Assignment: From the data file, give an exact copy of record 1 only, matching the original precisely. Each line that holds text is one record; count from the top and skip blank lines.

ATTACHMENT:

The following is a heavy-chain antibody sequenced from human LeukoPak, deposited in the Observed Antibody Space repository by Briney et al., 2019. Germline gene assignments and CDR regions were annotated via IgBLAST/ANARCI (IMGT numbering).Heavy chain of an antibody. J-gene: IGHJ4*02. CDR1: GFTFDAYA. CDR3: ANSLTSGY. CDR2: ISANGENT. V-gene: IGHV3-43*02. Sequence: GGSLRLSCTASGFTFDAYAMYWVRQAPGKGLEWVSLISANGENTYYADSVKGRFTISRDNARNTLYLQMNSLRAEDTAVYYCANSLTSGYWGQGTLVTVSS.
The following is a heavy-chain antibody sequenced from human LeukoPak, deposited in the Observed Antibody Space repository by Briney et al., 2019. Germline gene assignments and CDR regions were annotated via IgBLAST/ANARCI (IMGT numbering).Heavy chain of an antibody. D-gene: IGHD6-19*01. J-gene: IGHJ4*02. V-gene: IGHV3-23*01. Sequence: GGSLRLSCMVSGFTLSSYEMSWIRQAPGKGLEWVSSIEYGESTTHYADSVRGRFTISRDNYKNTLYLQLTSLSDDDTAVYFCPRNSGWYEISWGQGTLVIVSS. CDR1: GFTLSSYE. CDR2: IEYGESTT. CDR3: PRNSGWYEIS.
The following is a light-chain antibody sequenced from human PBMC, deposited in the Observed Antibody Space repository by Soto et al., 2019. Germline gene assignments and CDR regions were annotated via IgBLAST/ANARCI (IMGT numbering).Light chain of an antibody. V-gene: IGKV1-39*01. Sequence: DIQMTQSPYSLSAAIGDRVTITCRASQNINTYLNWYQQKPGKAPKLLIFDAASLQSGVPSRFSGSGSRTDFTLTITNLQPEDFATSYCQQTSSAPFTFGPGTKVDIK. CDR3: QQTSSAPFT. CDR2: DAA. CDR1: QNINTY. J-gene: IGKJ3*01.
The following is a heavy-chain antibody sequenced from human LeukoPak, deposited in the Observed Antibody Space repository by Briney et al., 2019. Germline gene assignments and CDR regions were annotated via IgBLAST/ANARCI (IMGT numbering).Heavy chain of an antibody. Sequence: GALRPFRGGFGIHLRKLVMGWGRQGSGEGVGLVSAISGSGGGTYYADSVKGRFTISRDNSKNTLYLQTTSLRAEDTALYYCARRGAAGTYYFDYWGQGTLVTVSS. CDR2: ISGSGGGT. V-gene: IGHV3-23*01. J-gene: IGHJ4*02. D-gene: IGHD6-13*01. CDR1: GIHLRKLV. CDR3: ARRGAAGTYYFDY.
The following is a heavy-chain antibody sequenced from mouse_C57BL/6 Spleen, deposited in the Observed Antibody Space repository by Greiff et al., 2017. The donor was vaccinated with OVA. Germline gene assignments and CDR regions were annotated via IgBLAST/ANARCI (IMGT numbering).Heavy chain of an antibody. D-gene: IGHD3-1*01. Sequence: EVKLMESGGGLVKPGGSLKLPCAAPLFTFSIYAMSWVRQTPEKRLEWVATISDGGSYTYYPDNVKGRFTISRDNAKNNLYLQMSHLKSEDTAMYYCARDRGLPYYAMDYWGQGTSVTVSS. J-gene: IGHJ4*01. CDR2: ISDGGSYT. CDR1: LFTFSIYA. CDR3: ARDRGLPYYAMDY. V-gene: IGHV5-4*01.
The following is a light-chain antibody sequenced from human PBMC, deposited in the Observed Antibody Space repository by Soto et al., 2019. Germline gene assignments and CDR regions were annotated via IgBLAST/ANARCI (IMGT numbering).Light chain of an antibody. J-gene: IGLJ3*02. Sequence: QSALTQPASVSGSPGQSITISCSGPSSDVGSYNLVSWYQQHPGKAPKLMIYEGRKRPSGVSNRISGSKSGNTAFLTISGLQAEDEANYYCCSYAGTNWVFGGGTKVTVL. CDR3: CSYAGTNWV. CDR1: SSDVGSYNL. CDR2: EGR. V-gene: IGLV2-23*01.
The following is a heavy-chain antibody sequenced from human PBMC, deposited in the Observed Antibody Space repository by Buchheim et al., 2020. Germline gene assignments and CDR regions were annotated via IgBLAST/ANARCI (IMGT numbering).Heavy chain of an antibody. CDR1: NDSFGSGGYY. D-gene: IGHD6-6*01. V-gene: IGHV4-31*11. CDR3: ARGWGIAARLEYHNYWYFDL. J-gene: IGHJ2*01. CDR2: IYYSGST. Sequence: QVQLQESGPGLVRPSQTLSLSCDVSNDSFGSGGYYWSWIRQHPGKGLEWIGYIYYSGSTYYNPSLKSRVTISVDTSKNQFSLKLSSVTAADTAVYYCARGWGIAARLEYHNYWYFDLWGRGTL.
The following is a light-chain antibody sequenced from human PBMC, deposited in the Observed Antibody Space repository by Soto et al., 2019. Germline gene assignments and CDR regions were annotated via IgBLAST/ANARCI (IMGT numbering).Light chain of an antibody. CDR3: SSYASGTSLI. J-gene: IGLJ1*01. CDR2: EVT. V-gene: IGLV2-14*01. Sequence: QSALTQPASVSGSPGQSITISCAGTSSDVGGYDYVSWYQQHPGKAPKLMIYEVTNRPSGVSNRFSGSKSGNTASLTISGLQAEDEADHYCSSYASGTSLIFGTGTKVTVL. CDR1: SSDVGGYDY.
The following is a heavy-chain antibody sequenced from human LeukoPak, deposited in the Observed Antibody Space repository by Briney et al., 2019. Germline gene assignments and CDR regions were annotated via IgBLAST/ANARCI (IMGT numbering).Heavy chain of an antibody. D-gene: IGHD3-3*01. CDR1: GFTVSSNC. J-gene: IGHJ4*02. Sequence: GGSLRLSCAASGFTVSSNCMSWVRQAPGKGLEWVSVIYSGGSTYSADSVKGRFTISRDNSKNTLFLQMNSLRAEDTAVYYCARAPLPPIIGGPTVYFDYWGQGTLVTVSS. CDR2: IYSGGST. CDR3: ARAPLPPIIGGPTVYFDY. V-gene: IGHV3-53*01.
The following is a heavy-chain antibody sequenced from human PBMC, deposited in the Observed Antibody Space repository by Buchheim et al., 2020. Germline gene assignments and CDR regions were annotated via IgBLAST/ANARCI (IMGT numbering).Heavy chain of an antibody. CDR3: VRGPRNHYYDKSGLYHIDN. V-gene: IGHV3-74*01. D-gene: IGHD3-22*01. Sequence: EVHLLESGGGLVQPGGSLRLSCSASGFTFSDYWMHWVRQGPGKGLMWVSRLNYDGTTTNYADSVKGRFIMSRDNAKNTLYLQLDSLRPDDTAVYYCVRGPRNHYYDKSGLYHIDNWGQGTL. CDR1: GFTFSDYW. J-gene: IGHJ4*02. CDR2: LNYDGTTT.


The following is a heavy-chain antibody sequenced from human LeukoPak, deposited in the Observed Antibody Space repository by Briney et al., 2019. Germline gene assignments and CDR regions were annotated via IgBLAST/ANARCI (IMGT numbering).Heavy chain of an antibody. J-gene: IGHJ4*02. CDR1: GFTFDAYA. CDR3: ANSLTSGY. CDR2: ISANGENT. V-gene: IGHV3-43*02. Sequence: GGSLRLSCTASGFTFDAYAMYWVRQAPGKGLEWVSLISANGENTYYADSVKGRFTISRDNARNTLYLQMNSLRAEDTAVYYCANSLTSGYWGQGTLVTVSS.